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How to Choose Lead Generation Form Fields

We’ve talked about whether or not to gate your content. If you require visitors to give up their information via your lead generation form, then the content you give them better be of equal worth. But how do you determine what kind of content is worth just an email address versus a phone number?

It’s not difficult, but it will take some strategy and experience to figure out what questions to ask for your offers. We’d like to share some tips to get you started.

View a form submission as a trade. Your visitor is willing to give you their information in exchange for yours. The quantity and nature of what they’re willing to share will be commensurate to their perceived value of the content you have to offer them. Finding the sweet spot between what they’re willing to give up and what you’d like to receive is the key. 

First, determine where in the buyer’s journey the content falls. Is it for the top, middle or bottom of the funnel? Ask yourself how many and what kind of questions your visitors would be willing to answer in exchange for their information when they’re in that stage. No one wants to fill out 20 form fields to download an top of funnel eBook, regardless of how great it may be. As far as kind of form questions, more sensitive fields such as project budget or timeline might be better aligned with a bottom-of-funnel offer like a Model RFP.

Next, determine which questions you need answered in order to qualify a marketing or sales lead. Qualifying leads lets your team members segment contacts into appropriate categories (personas, industries, etc.) and ensures they follow up with appropriate offers. Think fields like job title, industry and company for TOFU and MOFU offers; think fields like company revenue, budget and salary for BOFU offers.

Here are additional factors to keep in mind when choosing fields for your form:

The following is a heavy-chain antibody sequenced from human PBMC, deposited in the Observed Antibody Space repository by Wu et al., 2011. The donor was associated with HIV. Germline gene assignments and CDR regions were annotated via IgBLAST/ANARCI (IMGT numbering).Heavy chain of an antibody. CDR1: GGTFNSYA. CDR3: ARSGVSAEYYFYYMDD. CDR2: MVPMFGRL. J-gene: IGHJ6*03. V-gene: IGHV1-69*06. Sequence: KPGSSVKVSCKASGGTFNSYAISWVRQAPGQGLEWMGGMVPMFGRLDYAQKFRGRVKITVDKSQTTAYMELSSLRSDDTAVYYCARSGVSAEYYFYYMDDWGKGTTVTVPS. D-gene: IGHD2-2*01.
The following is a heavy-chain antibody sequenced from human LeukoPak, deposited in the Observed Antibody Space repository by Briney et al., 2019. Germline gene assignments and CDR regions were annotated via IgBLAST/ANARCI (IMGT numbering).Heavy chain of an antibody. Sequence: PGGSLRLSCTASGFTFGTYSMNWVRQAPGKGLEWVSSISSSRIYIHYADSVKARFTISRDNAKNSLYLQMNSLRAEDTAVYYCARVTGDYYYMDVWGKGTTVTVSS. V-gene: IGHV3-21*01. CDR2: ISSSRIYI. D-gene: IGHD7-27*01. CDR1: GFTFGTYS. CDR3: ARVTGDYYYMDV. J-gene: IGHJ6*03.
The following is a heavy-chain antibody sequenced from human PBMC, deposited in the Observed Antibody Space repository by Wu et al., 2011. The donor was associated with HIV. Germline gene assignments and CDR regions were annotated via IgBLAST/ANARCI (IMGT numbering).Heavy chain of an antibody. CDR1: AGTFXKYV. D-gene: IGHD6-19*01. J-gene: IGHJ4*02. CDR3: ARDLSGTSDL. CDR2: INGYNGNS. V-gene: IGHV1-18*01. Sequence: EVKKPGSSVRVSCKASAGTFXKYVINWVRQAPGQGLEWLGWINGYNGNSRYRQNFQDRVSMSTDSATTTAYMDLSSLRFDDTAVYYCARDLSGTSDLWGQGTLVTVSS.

1. Length. If you want to generate more high-quality leads, experiment with making your forms longer to deter site visitors that aren’t interested in what you’re selling. On the flip side, if you simply need more leads, try making your forms shorter and cut sensitive questions.

  2. Required vs. unrequired fields. Providing one, two or several non-mandatory questions might encourage your prospect to convert on the form. If you want to include a non-mandatory form field, consider a lead-qualifying, open-ended question like “What is your biggest marketing challenge?”

  3. Question types. Varying the kinds of fields on your form might also reduce friction. Use open text fields for questions like name and email; consider dropdowns for fields like industry, number of employees and budget.

Here’s a list of fields you could consider for by offer, roughly listed from TOFU to BOFU:

Newsletter Subscription: Email
eBook: Name, Email, Company, Job Title (optional)
Webinar: Name, Email, Company, Job Title, Phone Number (optional)
Demo: Name, Email, Company, Job Title, Phone Number, Times Available, What Best Describes You?Model RFP: Name, Email, Phone Number, Website URL, Revenue, Number of Employees

Every industry is different, so you don’t need to treat the suggestions above as absolutes — they’re just approximations of how much each kind of offer is worth.

If you use marketing automation software like HubSpot, also keep in mind that if a contact converts on a form that already has fields they’ve previously filled out, you can hide those fields using smart field options or replace them with unanswered form fields for them.

Evaluate Your Chosen Form Fields

Once you’ve come up with the questions you want to include, take a moment to evaluate if you really need the answer to each one. We recently did this exercise with a pre-existing form belonging to one our clients. This particular form was not attracting nearly as many leads as another form for an almost-identical offer was. When we took a closer look at it, we noticed two unnecessary questions: 1. How did you hear about us? and 2. If you were referred, by whom? These two questions are not necessary in a form, especially for a top of funnel offer, and most likely caused friction. These kind of fluff questions are better suited for the sales team to ask – if the lead even gets that far.

Now that you have a better understanding of how to choose forms, go forth and gate your content and see what kind of leads you get. Or, if you already have forms on your site, take another look and ask yourself if the current form fields:

1. Ask for information of equal value to your offer.
2. Segment conversions into personas.
3. Qualify your sales or marketing leads.

If your form fields don’t do some combination of these three, then it’s best to rethink them.

If you would like to learn more about forms or if you need help with lead generation, get in touch with us!

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